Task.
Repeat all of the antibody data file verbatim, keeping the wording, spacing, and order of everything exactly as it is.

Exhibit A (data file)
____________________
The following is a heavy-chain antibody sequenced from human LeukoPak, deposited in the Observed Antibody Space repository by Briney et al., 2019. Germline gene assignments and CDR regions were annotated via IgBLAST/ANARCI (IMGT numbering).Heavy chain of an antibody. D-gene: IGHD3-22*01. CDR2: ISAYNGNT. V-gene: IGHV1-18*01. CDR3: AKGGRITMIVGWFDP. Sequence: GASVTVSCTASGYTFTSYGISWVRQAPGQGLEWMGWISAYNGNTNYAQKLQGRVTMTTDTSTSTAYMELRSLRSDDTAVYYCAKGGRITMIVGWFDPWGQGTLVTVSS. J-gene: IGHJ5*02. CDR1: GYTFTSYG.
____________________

The following is a heavy-chain antibody sequenced from human LeukoPak, deposited in the Observed Antibody Space repository by Briney et al., 2019. Germline gene assignments and CDR regions were annotated via IgBLAST/ANARCI (IMGT numbering).Heavy chain of an antibody. D-gene: IGHD3-22*01. CDR2: ISAYNGNT. V-gene: IGHV1-18*01. CDR3: AKGGRITMIVGWFDP. Sequence: GASVTVSCTASGYTFTSYGISWVRQAPGQGLEWMGWISAYNGNTNYAQKLQGRVTMTTDTSTSTAYMELRSLRSDDTAVYYCAKGGRITMIVGWFDPWGQGTLVTVSS. J-gene: IGHJ5*02. CDR1: GYTFTSYG.